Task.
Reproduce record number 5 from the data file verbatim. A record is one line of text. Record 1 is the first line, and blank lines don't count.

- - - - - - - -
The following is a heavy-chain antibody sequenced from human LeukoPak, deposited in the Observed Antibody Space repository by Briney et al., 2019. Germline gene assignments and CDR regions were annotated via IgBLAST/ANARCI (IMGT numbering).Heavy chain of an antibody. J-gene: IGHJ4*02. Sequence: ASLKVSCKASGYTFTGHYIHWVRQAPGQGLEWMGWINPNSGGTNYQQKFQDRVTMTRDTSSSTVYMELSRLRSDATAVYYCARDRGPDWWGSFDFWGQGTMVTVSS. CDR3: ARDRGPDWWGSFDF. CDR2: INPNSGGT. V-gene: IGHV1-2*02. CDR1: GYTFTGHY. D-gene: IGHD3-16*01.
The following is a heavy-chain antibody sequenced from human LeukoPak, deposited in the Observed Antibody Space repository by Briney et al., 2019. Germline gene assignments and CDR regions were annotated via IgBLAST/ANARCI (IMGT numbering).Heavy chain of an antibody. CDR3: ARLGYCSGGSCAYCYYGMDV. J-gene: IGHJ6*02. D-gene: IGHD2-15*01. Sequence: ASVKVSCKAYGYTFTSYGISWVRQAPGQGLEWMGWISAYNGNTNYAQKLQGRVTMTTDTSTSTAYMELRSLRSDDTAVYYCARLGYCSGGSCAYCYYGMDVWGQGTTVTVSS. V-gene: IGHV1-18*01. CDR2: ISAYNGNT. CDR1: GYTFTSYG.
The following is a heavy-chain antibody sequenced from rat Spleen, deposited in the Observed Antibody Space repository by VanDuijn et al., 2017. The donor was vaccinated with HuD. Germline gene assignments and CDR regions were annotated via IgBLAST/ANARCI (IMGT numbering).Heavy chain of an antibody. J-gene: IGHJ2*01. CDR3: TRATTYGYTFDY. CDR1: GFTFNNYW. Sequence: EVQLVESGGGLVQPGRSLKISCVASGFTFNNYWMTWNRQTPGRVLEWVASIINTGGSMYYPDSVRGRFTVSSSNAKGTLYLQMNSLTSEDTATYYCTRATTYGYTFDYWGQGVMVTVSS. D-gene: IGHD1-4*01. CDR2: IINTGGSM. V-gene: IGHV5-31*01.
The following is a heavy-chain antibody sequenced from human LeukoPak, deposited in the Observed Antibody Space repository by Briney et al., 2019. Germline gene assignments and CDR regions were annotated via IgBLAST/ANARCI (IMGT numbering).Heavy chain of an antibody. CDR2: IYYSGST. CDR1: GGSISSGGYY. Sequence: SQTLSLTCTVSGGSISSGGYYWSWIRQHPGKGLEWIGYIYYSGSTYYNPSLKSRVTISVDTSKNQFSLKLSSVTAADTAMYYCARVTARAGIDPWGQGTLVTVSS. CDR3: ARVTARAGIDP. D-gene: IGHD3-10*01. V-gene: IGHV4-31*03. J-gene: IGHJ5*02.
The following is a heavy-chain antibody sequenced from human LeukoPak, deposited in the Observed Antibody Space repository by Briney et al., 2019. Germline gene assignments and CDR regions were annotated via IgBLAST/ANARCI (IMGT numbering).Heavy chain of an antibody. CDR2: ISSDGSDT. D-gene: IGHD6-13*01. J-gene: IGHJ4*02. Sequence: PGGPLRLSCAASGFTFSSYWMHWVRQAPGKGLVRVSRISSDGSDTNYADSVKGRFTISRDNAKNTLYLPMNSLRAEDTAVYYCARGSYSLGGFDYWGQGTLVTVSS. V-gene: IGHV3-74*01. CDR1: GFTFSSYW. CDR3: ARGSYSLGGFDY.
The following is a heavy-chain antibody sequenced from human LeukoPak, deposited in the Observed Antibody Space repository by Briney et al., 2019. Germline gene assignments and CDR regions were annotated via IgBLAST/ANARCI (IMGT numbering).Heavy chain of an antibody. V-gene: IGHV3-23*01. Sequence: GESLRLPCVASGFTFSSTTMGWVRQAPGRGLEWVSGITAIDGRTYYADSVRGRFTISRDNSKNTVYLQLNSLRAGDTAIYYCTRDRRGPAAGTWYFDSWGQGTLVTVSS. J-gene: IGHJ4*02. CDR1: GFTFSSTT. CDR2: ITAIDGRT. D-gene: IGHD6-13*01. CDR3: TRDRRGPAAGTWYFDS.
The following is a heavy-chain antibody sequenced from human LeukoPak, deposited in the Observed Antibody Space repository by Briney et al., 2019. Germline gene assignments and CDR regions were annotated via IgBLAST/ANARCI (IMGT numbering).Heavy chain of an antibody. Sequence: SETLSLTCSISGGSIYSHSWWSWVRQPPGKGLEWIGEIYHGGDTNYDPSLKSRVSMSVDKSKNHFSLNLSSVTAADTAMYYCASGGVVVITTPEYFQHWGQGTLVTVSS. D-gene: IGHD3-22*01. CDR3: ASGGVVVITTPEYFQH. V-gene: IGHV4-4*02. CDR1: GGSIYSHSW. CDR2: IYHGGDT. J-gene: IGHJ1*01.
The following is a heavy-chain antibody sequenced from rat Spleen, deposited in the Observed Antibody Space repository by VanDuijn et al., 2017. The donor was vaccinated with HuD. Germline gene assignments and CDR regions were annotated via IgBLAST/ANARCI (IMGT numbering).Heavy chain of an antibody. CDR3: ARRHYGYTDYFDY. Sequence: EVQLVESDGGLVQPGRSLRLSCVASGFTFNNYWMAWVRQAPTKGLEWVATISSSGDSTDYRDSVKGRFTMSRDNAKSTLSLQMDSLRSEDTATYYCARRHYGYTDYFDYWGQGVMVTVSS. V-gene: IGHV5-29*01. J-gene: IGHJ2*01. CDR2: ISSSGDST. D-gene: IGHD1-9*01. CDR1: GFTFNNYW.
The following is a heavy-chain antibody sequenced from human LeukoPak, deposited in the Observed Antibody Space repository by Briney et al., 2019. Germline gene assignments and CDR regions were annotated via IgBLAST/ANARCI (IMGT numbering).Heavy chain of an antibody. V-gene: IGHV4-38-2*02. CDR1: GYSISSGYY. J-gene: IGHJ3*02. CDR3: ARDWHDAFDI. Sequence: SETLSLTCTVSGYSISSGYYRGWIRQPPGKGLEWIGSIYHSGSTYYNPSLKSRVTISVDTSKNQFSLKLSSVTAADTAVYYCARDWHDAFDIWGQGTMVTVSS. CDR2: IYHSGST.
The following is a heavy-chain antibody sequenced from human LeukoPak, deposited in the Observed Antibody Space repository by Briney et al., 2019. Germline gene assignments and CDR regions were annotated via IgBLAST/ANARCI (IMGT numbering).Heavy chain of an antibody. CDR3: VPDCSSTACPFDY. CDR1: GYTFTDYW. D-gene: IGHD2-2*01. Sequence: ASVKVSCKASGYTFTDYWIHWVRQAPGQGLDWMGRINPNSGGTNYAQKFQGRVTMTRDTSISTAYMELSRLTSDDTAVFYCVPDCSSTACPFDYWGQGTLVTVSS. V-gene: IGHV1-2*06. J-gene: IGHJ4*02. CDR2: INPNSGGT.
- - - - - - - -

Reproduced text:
The following is a heavy-chain antibody sequenced from human LeukoPak, deposited in the Observed Antibody Space repository by Briney et al., 2019. Germline gene assignments and CDR regions were annotated via IgBLAST/ANARCI (IMGT numbering).Heavy chain of an antibody. CDR2: ISSDGSDT. D-gene: IGHD6-13*01. J-gene: IGHJ4*02. Sequence: PGGPLRLSCAASGFTFSSYWMHWVRQAPGKGLVRVSRISSDGSDTNYADSVKGRFTISRDNAKNTLYLPMNSLRAEDTAVYYCARGSYSLGGFDYWGQGTLVTVSS. V-gene: IGHV3-74*01. CDR1: GFTFSSYW. CDR3: ARGSYSLGGFDY.